The federal government released N760.18bn Paris Club debt refund to 36 states and the Federal Capital Territory (FCT) in the first six months of the year, it has been revealed.
According to the latest Quarterly Review NEITI Quarterly Review of the Nigeria Extractive Industries Transparency Initiative (NEITI), which focuses on disbursement from the Federation Accounts and Allocation Committee (FAAC), the money, paid in two tranches, represents refunds of over-deductions from FAAC allocations to states and local governments used for quick payment of debt relief granted to Nigeria by the Paris Club between 1995 and 2002.
The report disclosed that Rivers State received the highest amount of N44.93bn, followed by Delta with N37.61bn and Akwa Ibom N35.98bn. Bayelsa got N34.9bn while Kano received N31.74bn. The FCT received the lowest amount, N2.05bn.
“The Federal Ministry of Finance stressed that the Paris Club releases should be used largely by the states for the payment of workers’ salaries, welfare, and pensions which may have been pending since 2014,” NEITI said in the publication.
The publication also revealed that within the first three months of the year, Nigeria spent a total of N513bn billion on debt servicing — a figure that represents 40.27 percent of all the allocations shared by federal, state and local governments within the same period.
It noted that the nation’s debt in relation to revenues appears to have reached critical levels, as domestic debt servicing constituted 90 per cent of total debt servicing.
“Domestic debt servicing consistently outstrips external debt servicing,” it said. “In the first quarter of 2015, domestic debt servicing made up over 93 per cent of total debt servicing. This figure did not change much by the first quarter of 2017 as domestic debt servicing was over 92 per cent of total debt servicing.”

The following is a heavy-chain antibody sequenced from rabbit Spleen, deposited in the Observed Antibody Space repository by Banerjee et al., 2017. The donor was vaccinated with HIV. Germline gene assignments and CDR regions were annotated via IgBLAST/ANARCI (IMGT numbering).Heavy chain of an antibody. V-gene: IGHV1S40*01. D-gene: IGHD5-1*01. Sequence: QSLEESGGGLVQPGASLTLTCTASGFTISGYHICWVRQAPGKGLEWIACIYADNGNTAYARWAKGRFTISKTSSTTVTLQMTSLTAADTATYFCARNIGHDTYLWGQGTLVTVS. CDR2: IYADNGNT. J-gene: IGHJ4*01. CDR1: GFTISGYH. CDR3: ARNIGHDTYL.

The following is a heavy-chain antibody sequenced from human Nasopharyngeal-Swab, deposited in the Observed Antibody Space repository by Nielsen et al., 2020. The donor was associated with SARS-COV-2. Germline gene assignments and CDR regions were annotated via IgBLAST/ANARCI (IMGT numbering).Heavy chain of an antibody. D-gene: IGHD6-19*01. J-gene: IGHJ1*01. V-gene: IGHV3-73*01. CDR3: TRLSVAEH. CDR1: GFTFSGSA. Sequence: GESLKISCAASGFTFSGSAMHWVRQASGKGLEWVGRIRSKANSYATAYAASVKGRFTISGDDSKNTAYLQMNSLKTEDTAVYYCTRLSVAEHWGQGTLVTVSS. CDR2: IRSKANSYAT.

The report suggested that subsequent debt servicing may not be as much higher as the first quarter of this year.
“The figure reveals that debt servicing as proportion of total FAAC allocations is generally higher in the first quarter of the year, after which it falls to lower levels,” it said.
“Based on this, the figure of 40.27 per cent observed in the first quarter of 2017 might be an upper threshold and it would thus be expected that this figure will be lower for the remaining quarters of the year.”
THREAT TO BUDGET IMPLEMENTATION
While 40.27 per cent of the Federal Account Allocation Committee (FAAC) disbursement has been spent in debt servicing within the first quarter, the three tiers of government have faced a 40.67 per cent shortfall in revenue.
According to the report, the expected FAAC disbursement for the three tiers of government was N4.7 trillion while the actual FAAC disbursement to them was N2.788trillion, representing a shortfall of over 40.67 per cent.
The report notes that the poor revenue generation will derail the implementation of the 2017 budget.
“The volatility nature of disbursements to all tiers of government in the first half of 2017 would suggest difficulty in implementing budgets at Federal, State and Local government levels,” the report said.
“The volatility in revenue inflows will adversely affect planning and expenditure of government and thus likely hamper efforts at stimulating growth and development.”
The report explained that the revenue shortfall was triggered by low crude oil prices and the country’s inability to meet its production benchmark.
“Coupled with the low price of oil is the country’s difficulty in meeting the targeted/budgeted production rate of 2.2 million barrels per day,” it said. “Production has consistently fallen below two million barrels per day since March 2016. Thus the double ‘whammy’ of low oil prices and lower production that hit the country since 2014 has remained.”
According to the report, the three tiers of government shared N2.788 trillion between January and June this year, a 38% increase on the N2.019trn shared in the first half of 2016.
“Out of N2.788 trillion disbursed in the first half of 2017, the Federal Government received N1.09 trillion, 36 state governments received N923 billion while N549.8 billion went to 774 local governments in the country.
“A further breakdown shows that total releases to the three tiers of government was N430.16 billion in January, N514 billion in February, N496.40 billion in March, N418.82 billion in April, N418.82 billion in May and N462.36 billion in June.”